Top industry bloggers debated the hottest issues facing workers’ compensation and risk management at the 2016 California Workers’ Compensation and Risk Conference.
- Bob Wilson, President & CEO, WorkersCompensation.com, LLC
- Julius Young, Attorney, Boxer & Gerson, LLP
- Jennifer Jordan, Chief Legal Officer, Medval
- Michael Gavin, President, Prium
- Mark Walls, Vice President Communications & Strategic Analysis, Safety National (moderator)
Yesterday the Department of Labor (DOL) released a report around state workers’ comp commissions outlining areas of inadequacy and oversight. What are your initial thoughts about this?
Jordan: I thought the report was unfair, was dated and the didn’t use updated data. It was full of threats with no ability to help. It reminded me of what we saw with CMS and that fixed nothing. I do agree that the Social Security system does need reform, however, because people are being put into the system from frivolous injuries just to get the claim off the adjuster’s desk.
Gavin: I was disappointed because the report was based on the assumption that injured employees also become disabled. There’s an assumption that our system needs to be reformed related to disability, with no medical focus on the very definition of disability. You can tell that the DOL doesn’t know much about workers’ compensation, but the fact that they brought this to the forefront should be a wake-up call. We need to be proactive as an industry in addressing some of the allegations.
Young: I sort of liked the report as an applicant attorney. First, it was released with a broad brush, so it is good to shine a light on what’s unfair in the system. It might foreshadow what we’ll see in the next election. Politicians could use the report to increase federal involvement, but I think it will stay in the background.
Wilson: I’ve been predicting that we will see federal involvement in workers’ compensation for a while now. The problem with the report was the broad definition of disability. You got the sense for the report that any injury could be blamed on the employer. What we need to learn from this is that, we need to be involved in the conversation because the federal government does not know nearly what we know about it.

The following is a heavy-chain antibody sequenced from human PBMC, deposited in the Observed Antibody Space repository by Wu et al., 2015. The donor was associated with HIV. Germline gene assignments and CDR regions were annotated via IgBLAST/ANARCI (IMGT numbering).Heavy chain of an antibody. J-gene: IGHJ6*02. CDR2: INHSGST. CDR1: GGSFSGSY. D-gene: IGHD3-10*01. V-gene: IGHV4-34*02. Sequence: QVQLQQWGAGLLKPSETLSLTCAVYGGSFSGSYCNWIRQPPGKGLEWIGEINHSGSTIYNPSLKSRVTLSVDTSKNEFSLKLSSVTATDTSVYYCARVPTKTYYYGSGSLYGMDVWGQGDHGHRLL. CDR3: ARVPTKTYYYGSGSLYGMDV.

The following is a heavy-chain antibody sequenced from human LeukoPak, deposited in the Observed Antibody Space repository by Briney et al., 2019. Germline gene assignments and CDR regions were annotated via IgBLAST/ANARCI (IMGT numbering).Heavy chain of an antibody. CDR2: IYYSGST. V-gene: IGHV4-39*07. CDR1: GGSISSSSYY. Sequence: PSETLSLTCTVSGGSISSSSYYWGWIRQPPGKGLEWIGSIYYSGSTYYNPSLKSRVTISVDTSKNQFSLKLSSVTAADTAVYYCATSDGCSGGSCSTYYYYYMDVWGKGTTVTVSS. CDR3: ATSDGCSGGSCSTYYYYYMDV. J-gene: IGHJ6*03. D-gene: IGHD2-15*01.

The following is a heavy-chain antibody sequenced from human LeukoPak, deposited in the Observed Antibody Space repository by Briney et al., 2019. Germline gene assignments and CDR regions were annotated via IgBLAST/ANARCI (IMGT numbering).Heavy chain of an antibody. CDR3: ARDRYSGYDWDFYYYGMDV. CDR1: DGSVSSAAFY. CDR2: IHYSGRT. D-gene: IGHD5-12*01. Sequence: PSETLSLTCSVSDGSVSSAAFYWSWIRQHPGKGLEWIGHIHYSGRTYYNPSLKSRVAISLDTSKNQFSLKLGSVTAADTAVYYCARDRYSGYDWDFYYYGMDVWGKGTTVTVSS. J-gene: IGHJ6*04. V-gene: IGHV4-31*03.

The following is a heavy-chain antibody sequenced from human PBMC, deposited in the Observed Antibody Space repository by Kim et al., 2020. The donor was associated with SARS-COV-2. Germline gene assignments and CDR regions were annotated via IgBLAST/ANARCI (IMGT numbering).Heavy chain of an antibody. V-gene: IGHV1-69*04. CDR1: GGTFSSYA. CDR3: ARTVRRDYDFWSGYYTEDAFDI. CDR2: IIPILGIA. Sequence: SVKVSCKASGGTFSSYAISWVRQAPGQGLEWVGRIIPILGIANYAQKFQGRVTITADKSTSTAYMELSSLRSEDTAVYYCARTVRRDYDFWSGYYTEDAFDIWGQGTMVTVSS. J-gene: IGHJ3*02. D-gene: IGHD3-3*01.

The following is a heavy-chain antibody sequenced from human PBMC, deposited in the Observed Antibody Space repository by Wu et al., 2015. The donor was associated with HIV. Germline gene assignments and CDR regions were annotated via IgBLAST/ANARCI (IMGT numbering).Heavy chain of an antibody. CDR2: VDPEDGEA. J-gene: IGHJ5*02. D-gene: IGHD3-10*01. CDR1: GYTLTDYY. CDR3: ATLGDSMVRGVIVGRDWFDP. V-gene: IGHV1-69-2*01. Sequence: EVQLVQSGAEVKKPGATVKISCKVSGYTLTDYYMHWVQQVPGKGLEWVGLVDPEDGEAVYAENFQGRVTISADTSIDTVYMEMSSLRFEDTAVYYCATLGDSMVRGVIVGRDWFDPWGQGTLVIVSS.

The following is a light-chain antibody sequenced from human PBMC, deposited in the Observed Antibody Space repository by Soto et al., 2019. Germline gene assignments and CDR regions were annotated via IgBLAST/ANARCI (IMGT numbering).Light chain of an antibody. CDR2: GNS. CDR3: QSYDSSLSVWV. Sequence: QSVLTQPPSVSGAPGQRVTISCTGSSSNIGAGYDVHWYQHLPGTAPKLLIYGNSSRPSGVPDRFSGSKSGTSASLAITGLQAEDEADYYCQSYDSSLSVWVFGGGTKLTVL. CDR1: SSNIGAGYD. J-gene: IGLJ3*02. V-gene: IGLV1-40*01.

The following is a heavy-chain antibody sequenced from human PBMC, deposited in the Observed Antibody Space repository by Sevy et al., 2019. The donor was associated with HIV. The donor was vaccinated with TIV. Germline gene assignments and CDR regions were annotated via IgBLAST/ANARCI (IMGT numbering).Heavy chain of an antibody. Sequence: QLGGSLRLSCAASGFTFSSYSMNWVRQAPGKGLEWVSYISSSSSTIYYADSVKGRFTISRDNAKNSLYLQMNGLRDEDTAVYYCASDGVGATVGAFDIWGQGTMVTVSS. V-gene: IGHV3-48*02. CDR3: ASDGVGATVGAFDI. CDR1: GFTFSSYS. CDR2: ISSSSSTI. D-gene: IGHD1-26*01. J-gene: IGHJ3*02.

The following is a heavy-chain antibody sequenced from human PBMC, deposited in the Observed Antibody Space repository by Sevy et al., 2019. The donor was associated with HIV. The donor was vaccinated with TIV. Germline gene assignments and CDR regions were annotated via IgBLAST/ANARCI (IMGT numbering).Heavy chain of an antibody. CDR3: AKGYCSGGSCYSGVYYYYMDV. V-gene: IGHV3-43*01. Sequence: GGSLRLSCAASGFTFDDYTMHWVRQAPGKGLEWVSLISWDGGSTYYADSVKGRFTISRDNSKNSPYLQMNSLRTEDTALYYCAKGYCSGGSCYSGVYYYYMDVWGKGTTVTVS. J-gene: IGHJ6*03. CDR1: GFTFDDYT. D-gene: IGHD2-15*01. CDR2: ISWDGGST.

Are we really going to see federal intervention?
Young: I think we might be set up for this to happen 5-10 years down the road. We have log jams in Washington, where one party will eventually break through over the other. I don’t mind if there’s some federal intervention around the edges. I’m not as concerned as the rest of the panel. Ultimately, work injuries could become pre-existing conditions that could enter into Obamacare.
Wilson: I’m not sure we can count on the standards of what political party would traditionally do. We could very possibly get caught up in whatever they do to try to fix Obamacare. I do, however, think we need to fix our industry because it needs fixing and not because we are concerned that the feds will come in.
Gavin: I think in a Clinton presidency, you’ll see the dots connect. Part of the Clinton administration could be to engage the DOL to try to fix Obamacare. However it happens, I think it will be regulatory. I don’t think we have the data to prove things like how many potential workers’ comp claimants are actually social security disability recipients. We don’t have the data to support the public policy changes that the federal government might want to make.
Jordan: Fundamentally, the regulatory threat is largest because they could come in through OSHA or ERISA and sneak in that way. Those are more creative possibilities I could see happening.
There’s a ballot in Colorado to create 24-hour healthcare. Is this the fix for our system?
Gavin: I don’t know if it’s the fix, but I am interested in it. The proponents are convinced there’s going to be surplus. The opponents believe there’s going to be a deficit. Who’s right? We don’t know because no one has tried it and how do we know if we don’t try it out. I don’t think it’s going to pass, but if it did, I think it will be informative.
Wilson: I’m hard pressed to think of any government program that has ended with a huge surplus. I’m not as eager to see a state engage in a social experiment that could end in disaster. The medical system in comp, where we are concerned with function, is not there in the traditional healthcare system. I think we’ll lose that as an industry and become just an indemnity system.
Five states now have ordered reimbursement for marijuana on workers’ comp cases. How do you compare medical marijuana to opioids?
Gavin: That question is common, but I think it’s false – it’s a multiple choice test, where you are given A and B without no C, D, E. We are doing ourselves a disservice by not including the many other options in the pain management conversation. It shouldn’t be an either/or.
Jordan: The scary idea of it become compensable is that they are scientifically enhancing it every day. It’s becoming more potent, so where does that stop?
Wilson: I’m not pro-marijuana, but I think it’s coming. It’s much more of a societal thing. We don’t have enough research on it because the feds have kept it as a Schedule 1 drug. You can’t compare it to opioids. Ultimately, we don’t know this demon, so don’t trade one demon for another.